[k974] The files showed there was no British spy network in Soviet Russia, no MI6 espionage campaign, and “no Soviet citizens whatsoever who worked as secret agents either in Moscow or anywhere else on Soviet territory.” The report was received with incredulity; Moscow’s paranoia and sense of self-importance combined to provoke a reaction of furious disbelief. The Soviet Union was a world power and MI6 was the most feared intelligence organization in the world; it therefore stood to reason that Britain must be spying on the USSR. If Philby said otherwise, then he must be lying.
[k983] But when Anthony Blunt confirmed that MI6 had no secret agents in the USSR, he too fell under suspicion; Philby and Blunt must be in league. And so began a bizarre situation in which Philby told Moscow the truth and was disbelieved because the truth contradicted Moscow’s expectations.
[k1100] After just a few months in Istanbul, Elliott concluded there were “more people involved in various forms of skulduggery per head of population than any other city in the world.”
[k1200] One of the richer ironies of Philby’s position is that while he could do no wrong in British eyes, in Moscow he continued to be viewed with mistrust.
[k1416] The defections set off a chain reaction that destroyed it utterly, just three months before D-day.
[k1415] The Abwehr might have been corrupt, inefficient, and partly disloyal, but it was, at least, a functioning worldwide intelligence service. The defections set off a chain reaction that destroyed it utterly, just three months before D-day. In the words of the historian Michael Howard, German intelligence was “thrown into a state of confusion just at the moment when its efficient functioning was vital to the survival of the Third Reich.”
[k1524] After a few months back in Turkey, Elliott was summoned to London and told by C that he had been appointed MI6 station chief in neutral Switzerland, a crucial intelligence battleground during the war that would acquire even greater importance as the cold war grew hotter.
[k1527] “After the gloom of London and France it was an extraordinary contrast to be shown up to a clean bedroom with a view across the lake and to relax in a hot bath with a whisky and soda.” After Turkey, Switzerland seemed disconcertingly civilized, tidy, and regulated, an almost artificial world.
[k1532] Swiss efforts to discourage espionage during the war failed utterly: Allied, Axis, and freelance agents had converged on the country as a base from which to launch intelligence operations into enemy territory.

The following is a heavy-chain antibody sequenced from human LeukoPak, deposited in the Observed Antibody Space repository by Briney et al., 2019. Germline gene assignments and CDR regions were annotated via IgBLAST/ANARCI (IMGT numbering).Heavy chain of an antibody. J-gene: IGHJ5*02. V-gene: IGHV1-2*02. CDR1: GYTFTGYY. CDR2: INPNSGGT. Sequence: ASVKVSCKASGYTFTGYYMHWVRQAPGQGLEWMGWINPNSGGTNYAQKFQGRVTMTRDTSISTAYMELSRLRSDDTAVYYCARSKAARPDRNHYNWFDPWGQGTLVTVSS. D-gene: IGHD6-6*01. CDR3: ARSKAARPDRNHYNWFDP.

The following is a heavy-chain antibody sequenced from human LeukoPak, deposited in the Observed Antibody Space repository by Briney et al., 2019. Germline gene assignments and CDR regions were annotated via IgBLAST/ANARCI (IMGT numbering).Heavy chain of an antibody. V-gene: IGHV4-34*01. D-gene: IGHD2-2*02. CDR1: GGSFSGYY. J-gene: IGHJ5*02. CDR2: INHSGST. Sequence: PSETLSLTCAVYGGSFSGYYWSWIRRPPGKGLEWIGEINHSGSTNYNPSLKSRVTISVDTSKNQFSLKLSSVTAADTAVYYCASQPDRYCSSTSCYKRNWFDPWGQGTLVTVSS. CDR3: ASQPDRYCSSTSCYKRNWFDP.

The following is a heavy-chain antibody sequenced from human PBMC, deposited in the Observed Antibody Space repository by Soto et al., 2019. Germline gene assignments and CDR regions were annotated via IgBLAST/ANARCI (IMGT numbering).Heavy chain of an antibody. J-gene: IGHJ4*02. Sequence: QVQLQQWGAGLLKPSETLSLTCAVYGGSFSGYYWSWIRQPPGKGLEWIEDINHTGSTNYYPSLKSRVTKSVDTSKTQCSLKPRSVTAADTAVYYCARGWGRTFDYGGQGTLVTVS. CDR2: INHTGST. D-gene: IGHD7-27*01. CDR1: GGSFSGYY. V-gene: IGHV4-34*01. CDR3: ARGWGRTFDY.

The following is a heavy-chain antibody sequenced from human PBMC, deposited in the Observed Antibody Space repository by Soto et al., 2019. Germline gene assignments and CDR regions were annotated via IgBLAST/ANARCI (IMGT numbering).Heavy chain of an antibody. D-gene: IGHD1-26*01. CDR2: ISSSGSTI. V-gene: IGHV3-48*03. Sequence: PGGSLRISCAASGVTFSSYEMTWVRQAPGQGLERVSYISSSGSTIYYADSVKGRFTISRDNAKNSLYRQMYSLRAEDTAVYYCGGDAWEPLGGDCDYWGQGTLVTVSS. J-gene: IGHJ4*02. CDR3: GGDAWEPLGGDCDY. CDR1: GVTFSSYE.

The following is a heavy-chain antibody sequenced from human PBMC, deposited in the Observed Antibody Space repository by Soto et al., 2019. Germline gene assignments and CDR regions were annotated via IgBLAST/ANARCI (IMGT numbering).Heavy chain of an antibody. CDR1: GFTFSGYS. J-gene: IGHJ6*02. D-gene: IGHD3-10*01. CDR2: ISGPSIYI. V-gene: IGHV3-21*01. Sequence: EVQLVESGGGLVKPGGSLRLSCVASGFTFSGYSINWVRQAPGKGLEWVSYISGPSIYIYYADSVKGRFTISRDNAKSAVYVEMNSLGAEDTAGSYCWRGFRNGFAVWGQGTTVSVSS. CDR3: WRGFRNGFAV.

[k1535] In 1943 an anti-Nazi German diplomat named Fritz Kolbe had turned up in Bern and offered his services to the Allies: first to the British embassy, which turned him away, and then to the OSS station chief Allen Dulles (who would go on to become director of the CIA).
[k1563] Over the coming years, as Soviet intelligence penetrated deeper into Western Europe, James Angleton and Nicholas Elliott worked ever more closely with Philby, the coordinator of Britain’s anti-Soviet operations. Yet the separate sides of Philby’s head created a peculiar paradox: if all his anti-Soviet operations failed, he would soon be out of a job; but if they succeeded too well, he risked inflicting real damage on his adopted cause. He needed to recruit good people to Section IX, but not too good, for these might actually penetrate Soviet intelligence and discover that the most effective Soviet spy in Britain was their own boss.
[k2769] Elliott was wholeheartedly, unwaveringly convinced of Philby’s innocence. They had joined MI6 together, watched cricket together, dined and drunk together. It was simply inconceivable to Elliott that Philby could be a Soviet spy.
[k2777] Within MI6 Elliott swiftly emerged as Philby’s most doughty champion, defending him against all accusers and loudly declaring his innocence.
[k3101] An amplifier, placed under the floorboards beneath Philby’s chair, fed sound to the microphone, which was then relayed to Leconfield House, MI5 headquarters. Here the conversation would be recorded on acetate gramophone records and then handed to typists who would transcribe every word.